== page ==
Contact: Steve Holmer, Vice President of Policy, American Bird Conservancy, 202-888-7490
(May 23, 2018, Washington, D.C.) Provisions unrelated to national defense included in the National Defense Authorization Act, H.R. 5515, pose a grave threat to two bird species: Greater Sage-Grouse and Lesser Prairie-Chicken. Both have suffered severe population declines and loss and degradation of their habitats.
"We urge U.S. Representatives to oppose the grouse and prairie chicken rider," said Steve Holmer of American Bird Conservancy. "This provision has nothing to do with national defense, will place imperiled species on the path to extinction, and should be stricken."
Both species' small, disjointed populations face ongoing habitat loss and degradation. The grouse population has plummeted from an estimated 15 million prior to European settlement to fewer than 300,000 today. The U.S. Fish and Wildlife Service is currently reviewing the status for Lesser Prairie-Chicken, which occupies less than 15 percent of its former range and experienced a population drop of 50 percent between 2012 and 2013.
“Endangered Species Act protection provides an essential backstop to hedge against species extinction, particularly in light of major increases in oil and gas drilling in priority grouse habitats in Wyoming, Utah, Idaho, Montana, and Colorado," said Holmer. "Conservation measures and plans that were the basis for finding the listing of Greater Sage-Grouse under the Endangered Species Act (ESA) ‘not warranted' in 2015 have already been, or are in the process of, being weakened or eliminated.”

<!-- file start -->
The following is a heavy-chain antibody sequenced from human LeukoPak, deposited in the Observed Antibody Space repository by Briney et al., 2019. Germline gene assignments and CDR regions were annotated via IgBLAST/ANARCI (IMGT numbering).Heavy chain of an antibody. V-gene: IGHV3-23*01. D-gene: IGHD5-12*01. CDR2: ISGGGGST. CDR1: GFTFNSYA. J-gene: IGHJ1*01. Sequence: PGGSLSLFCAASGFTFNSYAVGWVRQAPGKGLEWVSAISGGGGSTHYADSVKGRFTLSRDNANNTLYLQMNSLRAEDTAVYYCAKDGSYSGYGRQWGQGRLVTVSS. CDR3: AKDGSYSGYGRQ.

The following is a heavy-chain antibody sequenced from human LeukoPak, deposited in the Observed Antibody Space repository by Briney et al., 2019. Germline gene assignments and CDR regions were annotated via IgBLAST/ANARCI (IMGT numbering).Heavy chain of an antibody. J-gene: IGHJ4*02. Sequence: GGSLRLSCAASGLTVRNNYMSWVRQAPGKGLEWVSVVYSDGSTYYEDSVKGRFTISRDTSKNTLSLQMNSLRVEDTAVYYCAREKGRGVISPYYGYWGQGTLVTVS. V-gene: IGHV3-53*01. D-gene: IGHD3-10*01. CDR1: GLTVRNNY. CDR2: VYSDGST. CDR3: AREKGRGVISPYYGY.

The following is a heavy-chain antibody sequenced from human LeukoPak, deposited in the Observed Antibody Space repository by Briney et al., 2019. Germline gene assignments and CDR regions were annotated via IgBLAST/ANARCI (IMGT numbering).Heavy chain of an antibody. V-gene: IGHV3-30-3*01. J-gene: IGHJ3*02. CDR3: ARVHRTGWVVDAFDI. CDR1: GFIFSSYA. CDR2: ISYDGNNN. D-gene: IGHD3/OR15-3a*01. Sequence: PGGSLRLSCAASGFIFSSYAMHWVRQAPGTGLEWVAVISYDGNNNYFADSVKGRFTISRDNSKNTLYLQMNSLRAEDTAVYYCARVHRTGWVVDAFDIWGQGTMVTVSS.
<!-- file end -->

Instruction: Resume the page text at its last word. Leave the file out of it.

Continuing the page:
American Bird Conservancy concluded that while the 2015 management plans were a significant step forward for grouse conservation, additional safeguards were needed. These protections include mitigation of development impacts and adaptive management responses if the population severely declines. Now, internal agency directives have weakened these essential safeguards. The revised plans in Idaho and Utah intend to go even further to reduce mitigation requirements.
One part of the defense bill, Sec. 314, would also block ESA protections for the imperiled Lesser Prairie-Chicken for at least 10 years, in complete disregard for the species' biological status. ESA protection is likely already warranted for the Lesser Prairie-Chicken, and this interference with the science-based listing process is creating a real risk of extinction.
“Potentially the most devastating provision is the one that precludes judicial review of these listing moratoria, which prevents the public from seeking protection for these species even if they are on the very brink of extinction,” said Holmer.
American Bird Conservancy is dedicated to conserving birds and their habitats throughout the Americas. With an emphasis on achieving results and working in partnership, we take on the greatest problems facing birds today, innovating and building on rapid advancements in science to halt extinctions, protect habitats, eliminate threats and build capacity for bird conservation.
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